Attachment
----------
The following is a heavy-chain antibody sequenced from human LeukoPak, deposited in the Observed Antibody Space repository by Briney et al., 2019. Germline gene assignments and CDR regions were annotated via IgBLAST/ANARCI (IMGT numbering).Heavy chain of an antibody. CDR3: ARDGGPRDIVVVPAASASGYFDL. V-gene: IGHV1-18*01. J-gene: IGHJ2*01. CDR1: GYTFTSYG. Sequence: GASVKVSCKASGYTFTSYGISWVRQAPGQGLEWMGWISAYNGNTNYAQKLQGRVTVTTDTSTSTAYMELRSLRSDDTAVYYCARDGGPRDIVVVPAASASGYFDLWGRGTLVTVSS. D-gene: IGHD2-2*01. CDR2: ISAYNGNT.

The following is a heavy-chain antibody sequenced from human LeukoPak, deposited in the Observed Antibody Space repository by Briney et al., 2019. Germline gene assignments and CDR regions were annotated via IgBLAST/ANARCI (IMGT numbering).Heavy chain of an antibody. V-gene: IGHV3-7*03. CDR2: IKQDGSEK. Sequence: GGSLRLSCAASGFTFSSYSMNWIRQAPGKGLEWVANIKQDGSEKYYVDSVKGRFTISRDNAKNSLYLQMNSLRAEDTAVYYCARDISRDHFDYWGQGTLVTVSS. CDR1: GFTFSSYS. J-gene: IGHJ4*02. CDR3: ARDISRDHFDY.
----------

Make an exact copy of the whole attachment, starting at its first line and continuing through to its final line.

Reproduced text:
The following is a heavy-chain antibody sequenced from human LeukoPak, deposited in the Observed Antibody Space repository by Briney et al., 2019. Germline gene assignments and CDR regions were annotated via IgBLAST/ANARCI (IMGT numbering).Heavy chain of an antibody. CDR3: ARDGGPRDIVVVPAASASGYFDL. V-gene: IGHV1-18*01. J-gene: IGHJ2*01. CDR1: GYTFTSYG. Sequence: GASVKVSCKASGYTFTSYGISWVRQAPGQGLEWMGWISAYNGNTNYAQKLQGRVTVTTDTSTSTAYMELRSLRSDDTAVYYCARDGGPRDIVVVPAASASGYFDLWGRGTLVTVSS. D-gene: IGHD2-2*01. CDR2: ISAYNGNT.

The following is a heavy-chain antibody sequenced from human LeukoPak, deposited in the Observed Antibody Space repository by Briney et al., 2019. Germline gene assignments and CDR regions were annotated via IgBLAST/ANARCI (IMGT numbering).Heavy chain of an antibody. V-gene: IGHV3-7*03. CDR2: IKQDGSEK. Sequence: GGSLRLSCAASGFTFSSYSMNWIRQAPGKGLEWVANIKQDGSEKYYVDSVKGRFTISRDNAKNSLYLQMNSLRAEDTAVYYCARDISRDHFDYWGQGTLVTVSS. CDR1: GFTFSSYS. J-gene: IGHJ4*02. CDR3: ARDISRDHFDY.